Sometimes when your company grows, it is strategic to either merge part of your company with another or acquire a part of another company. Below are considerations from both points of view.
Important Terms and Conditions for the Seller when Selling a Division of Your Company
In order to increase the certainty of closing, Seller wants as few conditions as possible. Important terms and conditions include:
Representations and Warranties
Seller will want Buyer to represent and warrant that Buyer is a company in good standing and that it will conduct timely due diligence in good faith.
Seller will want to narrow the scope of all representations and warranties given to Buyer. To enhance the certainty of closing, Seller will want to measure the accuracy of representations and warranties at closing. Such representations and warranties should be limited in their duration of survival and be subject to “materially or material adverse effect qualification.”
Buyer’s delivery of the full payment price, transfer fee taxes, and other fees as appropriate.
Breach and Damages
Limited remedies that exclude any punitive or consequential damages. Seller should put a cap on any potential damages.
Pre-closing consent for third-party contracts that prohibit assignment. The deal may also need to be contingent on board or shareholder approval.
Transfer of Staff
Termination of employment contracts if applicable. Note that such termination may result in the employee being entitled to a severance package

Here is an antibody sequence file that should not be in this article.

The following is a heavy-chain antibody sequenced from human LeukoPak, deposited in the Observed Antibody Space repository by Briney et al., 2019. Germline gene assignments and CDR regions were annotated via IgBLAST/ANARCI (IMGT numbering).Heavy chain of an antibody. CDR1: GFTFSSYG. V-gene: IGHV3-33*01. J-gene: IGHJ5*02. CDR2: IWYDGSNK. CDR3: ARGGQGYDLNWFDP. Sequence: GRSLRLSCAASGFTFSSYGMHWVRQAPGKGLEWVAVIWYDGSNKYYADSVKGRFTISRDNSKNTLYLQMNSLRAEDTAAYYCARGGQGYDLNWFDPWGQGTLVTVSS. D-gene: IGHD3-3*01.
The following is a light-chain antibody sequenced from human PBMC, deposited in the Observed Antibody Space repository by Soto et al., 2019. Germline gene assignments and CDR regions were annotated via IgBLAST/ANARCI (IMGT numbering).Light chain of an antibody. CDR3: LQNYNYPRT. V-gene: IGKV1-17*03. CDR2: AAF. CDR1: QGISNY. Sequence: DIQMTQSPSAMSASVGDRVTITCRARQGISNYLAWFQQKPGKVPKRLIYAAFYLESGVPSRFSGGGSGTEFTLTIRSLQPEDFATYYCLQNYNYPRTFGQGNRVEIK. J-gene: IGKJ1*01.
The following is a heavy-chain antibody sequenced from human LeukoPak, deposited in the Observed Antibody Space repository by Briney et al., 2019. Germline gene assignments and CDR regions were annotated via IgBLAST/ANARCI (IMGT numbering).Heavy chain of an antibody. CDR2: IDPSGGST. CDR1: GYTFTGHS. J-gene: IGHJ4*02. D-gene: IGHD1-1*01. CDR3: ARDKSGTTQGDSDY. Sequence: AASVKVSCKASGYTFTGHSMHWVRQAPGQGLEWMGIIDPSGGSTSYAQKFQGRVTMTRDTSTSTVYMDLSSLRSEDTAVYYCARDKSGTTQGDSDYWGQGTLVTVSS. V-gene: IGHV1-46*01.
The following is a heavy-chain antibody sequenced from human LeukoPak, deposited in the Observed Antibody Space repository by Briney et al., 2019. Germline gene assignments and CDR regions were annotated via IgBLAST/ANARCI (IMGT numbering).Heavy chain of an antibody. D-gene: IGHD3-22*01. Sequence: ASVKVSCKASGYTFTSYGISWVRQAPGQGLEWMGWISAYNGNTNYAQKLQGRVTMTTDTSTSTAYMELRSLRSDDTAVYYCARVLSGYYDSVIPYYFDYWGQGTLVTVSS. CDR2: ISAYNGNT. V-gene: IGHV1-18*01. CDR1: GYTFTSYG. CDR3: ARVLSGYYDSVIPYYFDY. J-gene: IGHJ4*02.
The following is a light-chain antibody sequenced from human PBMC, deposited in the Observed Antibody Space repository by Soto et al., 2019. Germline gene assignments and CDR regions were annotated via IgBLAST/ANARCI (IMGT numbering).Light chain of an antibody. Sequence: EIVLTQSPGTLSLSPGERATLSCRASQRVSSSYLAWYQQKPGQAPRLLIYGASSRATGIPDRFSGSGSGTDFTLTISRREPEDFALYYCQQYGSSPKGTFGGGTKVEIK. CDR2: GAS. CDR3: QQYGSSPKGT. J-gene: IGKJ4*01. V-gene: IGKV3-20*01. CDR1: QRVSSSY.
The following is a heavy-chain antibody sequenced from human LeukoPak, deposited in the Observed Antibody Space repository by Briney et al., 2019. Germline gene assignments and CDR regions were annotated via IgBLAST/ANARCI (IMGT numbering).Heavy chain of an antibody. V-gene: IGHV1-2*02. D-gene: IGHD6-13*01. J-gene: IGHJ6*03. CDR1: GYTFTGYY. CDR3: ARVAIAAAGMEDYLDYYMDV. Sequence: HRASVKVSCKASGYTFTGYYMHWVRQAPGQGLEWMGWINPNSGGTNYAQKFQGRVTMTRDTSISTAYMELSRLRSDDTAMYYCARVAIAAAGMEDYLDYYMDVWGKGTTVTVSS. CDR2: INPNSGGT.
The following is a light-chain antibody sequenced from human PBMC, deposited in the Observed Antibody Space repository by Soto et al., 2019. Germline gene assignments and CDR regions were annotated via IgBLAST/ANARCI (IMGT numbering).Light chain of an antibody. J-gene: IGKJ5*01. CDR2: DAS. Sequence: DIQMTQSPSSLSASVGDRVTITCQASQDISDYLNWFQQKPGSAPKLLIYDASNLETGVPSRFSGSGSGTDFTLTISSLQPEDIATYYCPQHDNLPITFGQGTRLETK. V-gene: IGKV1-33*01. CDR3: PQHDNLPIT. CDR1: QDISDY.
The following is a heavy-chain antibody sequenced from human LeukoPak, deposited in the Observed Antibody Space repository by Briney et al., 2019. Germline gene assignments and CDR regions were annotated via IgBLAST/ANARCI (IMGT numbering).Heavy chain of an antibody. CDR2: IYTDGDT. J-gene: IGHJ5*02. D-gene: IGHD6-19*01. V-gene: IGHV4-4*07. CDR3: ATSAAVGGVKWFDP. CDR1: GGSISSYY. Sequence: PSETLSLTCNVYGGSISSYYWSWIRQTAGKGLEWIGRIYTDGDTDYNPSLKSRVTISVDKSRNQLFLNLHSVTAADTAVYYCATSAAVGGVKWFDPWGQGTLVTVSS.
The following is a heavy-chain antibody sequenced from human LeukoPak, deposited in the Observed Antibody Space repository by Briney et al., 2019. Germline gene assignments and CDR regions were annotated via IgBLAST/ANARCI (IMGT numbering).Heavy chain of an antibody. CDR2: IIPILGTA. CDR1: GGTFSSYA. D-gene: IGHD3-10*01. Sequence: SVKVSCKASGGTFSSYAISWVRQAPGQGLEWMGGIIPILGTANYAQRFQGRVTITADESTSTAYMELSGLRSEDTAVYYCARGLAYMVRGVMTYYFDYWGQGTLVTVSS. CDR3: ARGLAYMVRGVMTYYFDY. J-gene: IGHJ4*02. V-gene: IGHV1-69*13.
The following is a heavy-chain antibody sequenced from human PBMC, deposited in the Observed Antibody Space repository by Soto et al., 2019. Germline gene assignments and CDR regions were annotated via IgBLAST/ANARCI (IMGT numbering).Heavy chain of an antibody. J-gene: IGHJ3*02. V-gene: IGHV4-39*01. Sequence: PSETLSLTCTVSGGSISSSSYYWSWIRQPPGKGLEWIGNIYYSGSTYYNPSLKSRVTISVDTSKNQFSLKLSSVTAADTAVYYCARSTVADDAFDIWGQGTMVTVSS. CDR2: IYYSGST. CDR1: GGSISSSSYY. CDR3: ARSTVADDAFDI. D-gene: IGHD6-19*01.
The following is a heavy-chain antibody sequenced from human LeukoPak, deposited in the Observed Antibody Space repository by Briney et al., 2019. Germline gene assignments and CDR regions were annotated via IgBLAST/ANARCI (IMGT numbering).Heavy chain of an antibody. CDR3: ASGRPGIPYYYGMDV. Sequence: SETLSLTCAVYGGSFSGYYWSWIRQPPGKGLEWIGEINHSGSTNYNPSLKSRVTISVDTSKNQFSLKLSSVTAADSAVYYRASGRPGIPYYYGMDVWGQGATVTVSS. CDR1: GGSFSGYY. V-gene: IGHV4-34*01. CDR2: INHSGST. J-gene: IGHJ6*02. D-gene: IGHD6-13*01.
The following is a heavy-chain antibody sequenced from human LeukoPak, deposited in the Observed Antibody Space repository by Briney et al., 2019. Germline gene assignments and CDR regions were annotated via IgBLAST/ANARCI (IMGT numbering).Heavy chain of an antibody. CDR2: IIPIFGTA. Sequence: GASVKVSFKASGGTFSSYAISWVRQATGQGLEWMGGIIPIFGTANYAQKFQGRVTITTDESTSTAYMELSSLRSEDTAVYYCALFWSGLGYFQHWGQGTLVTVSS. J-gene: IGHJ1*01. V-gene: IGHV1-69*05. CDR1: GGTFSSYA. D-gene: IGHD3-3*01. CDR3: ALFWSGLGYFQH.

Seller will not want to include a Buyer financing contingency.
Practical Tips for the Seller when Selling a Division of Your Company
Planning will be a key component of the successful sale of a company division. The plan should: define the sale, define the sale priorities, identify key players, develop a preliminary timeline, and anticipate potential issues. Ultimately, there should be a formal process with very clear communication.
Even before a potential buyer is identified Seller must carefully determine exactly what will be sold. Then, Seller must evaluate the strengths and weaknesses of the division so that the greatest value can be communicated to the prospective buyer. Seller will then need to develop a selling strategy that includes the deal structure, non-negotiables, and preferred transaction timing. The strategy should include a data management plan that includes information disclosure, data preparation, privacy restrictions, and data room structure and management.
The plan should create an interim process to ensure sustained quality throughout the sale and transition. This may include the need to plan for how to deal with instability that may result from the announcement of the potential sale.
This process will be observed very closely by both external stakeholders and employees so there should be a carefully planned communication program. It will be important to understand how the sale of the division will affect employees and it will be important to keep employees of the division informed and motivated. Key employees should be retained, motivated and rewarded for continuing to work hard and supporting the transition. Additionally, all external Seller and Buyer communications must be aligned.
Determine what will be included in the sale: business equipment, inventory, trademarks, trade names, good will, etc. Makes sure agreement conveys all assets required to be divested and contains no inconsistent provisions. It will be important for Seller to have a good grasp on any financial information related to the division both in terms of the value given to Buyer as well as the value being lost to Seller.